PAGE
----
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Persevering efforts of this kind have been made against Mr. Webster many times, and by different hands, but thus far without success. The way in which Mr. Webster has himself met them may be learned by the following extracts from his speech in reply to Mr. Calhoun, on the 22d March, 1838:
“But, sir, before attempting that, he [Mr. Calhoun) has something else to say. He had prepared, it seems, to draw comparisons himself. He had intended to say something, if time had allowed, upon our respective opinions and conduct in regard to the war. If time had allowed! Sir, time does allow — time must allow. A general remark of that kind ought not to be, cannot be, left to produce its effect, when that effect is obviously intended to be unfavorable. Why did the gentleman allude to my votes, or my opinions, respecting the war, at all, unless he had something to say ? Does he wish to leave an undefined impression that something was done, or something said by me, not now capable of defence or justification? something not reconcilable with true patriotism? He means that, or nothing. And now, sir, let him bring the matter forth; let him take the responsibility of the accusation ; let him state his facts. I am here, this day, to answer. Now is the time, and now is the hour. I think we read, sir, that one of the good spirits would not bring against the arch-enemy of mankind a railing accusation; and what is railing but general reproach an imputation without fact, time, or circumstance? Sir, I call for particulars. The gentleman knows my whole conduct well : indeed, the Journals show it all, from the moment I came into Congress till the peace. If I have done, then, sir, any thing unpatriotic, any thing which, as far as love of country goes, will not bear comparison with his or any man's conduct, let it now be stated. Give me the fact, the time, the manner. He speaks of the war; that which is called the late war, though it is now twenty-five years since it terminated. He would leave an impression that I opposed it. How? I was not in Congress when war was declared, nor in public life, any where. I was pursuing my profession, and keeping company with judges, sheriffs, and jurors, and plaintiffs and defendants. If I had been in Congress, and had enjoyed the benefit of hearing the honorable gentleman's speeches, for all I can say, I might have concurred with him. But I was not in public life. I never had been for a single hour, and was in no situation, therefore, to oppose or support the declaration of war. I am speaking to the fact, sir; and if the gentleman has any fact, let us know it.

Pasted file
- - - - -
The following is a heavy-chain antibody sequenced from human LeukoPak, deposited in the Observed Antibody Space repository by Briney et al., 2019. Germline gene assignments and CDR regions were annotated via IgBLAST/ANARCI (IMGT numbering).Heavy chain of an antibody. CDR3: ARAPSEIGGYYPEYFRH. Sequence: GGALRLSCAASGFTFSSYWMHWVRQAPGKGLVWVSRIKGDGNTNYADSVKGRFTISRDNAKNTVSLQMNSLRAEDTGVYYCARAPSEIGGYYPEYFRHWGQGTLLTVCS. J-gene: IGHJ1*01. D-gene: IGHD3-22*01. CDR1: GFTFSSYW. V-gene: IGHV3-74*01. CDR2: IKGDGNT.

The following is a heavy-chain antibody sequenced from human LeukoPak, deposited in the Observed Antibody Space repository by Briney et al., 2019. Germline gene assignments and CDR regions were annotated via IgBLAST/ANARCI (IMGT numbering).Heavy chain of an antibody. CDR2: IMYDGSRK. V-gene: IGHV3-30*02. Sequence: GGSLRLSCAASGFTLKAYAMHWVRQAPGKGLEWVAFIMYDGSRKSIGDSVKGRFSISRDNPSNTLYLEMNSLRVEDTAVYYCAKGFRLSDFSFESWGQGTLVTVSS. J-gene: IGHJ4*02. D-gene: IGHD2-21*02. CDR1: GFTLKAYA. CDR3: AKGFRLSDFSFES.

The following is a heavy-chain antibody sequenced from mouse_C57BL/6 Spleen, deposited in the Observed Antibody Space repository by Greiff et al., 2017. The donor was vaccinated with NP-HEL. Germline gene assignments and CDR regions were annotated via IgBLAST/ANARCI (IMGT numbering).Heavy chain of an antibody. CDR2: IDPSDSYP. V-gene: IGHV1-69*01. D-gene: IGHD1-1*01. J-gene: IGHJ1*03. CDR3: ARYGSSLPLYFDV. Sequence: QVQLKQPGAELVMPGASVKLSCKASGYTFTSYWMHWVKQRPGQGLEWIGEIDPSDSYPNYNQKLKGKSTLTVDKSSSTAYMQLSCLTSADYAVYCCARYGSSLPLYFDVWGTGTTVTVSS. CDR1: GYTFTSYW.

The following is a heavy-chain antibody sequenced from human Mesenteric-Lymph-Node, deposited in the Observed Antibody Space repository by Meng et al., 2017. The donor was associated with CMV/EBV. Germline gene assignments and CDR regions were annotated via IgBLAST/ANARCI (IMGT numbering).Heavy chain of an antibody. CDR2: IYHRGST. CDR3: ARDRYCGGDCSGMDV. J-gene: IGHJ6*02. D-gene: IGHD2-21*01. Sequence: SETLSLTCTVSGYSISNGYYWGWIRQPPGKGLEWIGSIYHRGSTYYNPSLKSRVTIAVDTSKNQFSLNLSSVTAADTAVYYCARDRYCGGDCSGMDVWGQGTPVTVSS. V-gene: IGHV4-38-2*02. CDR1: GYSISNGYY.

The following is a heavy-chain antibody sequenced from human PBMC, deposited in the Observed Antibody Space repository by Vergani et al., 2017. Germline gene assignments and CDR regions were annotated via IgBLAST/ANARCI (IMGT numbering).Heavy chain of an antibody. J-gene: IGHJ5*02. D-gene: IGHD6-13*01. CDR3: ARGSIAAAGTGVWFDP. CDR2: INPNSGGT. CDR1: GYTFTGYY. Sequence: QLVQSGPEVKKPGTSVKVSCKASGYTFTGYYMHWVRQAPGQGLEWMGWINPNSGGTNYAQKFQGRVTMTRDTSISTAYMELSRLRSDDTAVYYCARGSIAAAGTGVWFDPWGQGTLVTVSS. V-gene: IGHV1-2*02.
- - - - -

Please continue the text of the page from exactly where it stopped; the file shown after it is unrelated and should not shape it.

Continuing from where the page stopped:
“Well, sir, I came into Congress during the war. I found it waged and raging. And what did I do here to oppose it? Look to the Journals. Let the honorable gentleman tax his memory. Bring up any thing, if there be any thing to bring up
not showing error of opinion, but showing want of loyalty or fidelity to the country. I did not agree to all that was proposed, nor did the honorable gentleman. I did not approve of every measure, nor did he.
“ The war had been preceded by the restrictive system and the embargo. As a private individual, I certainly did not think well of these measures. It appeared to me the embargo annoyed us as much as our enemies, while it destroyed the business and cramped the spirits of the people.
“In this opinion, I may have been right or wrong, but the gentleman was hímself of the same opinion. He told us the other day, as a proof of his independence of party on great questions, that he differed with his friends on the subject of the embargo. He was decidedly and unalterably opposed to it. It furdishes, in his judgment, therefore, no imputation, either on my patriotism or the soundness of my political opinions, that I was opposed to it also. I mean opposed
in opinion; for I was not in Congress, and had nothing to do with the act cre. ating the embargo. And as to opposition to measures for carrying on the war, after I came into Congress, I again say, let the gentleman specify -- let him lay his finger on any thing, calling for an answer, and he shall have an answer.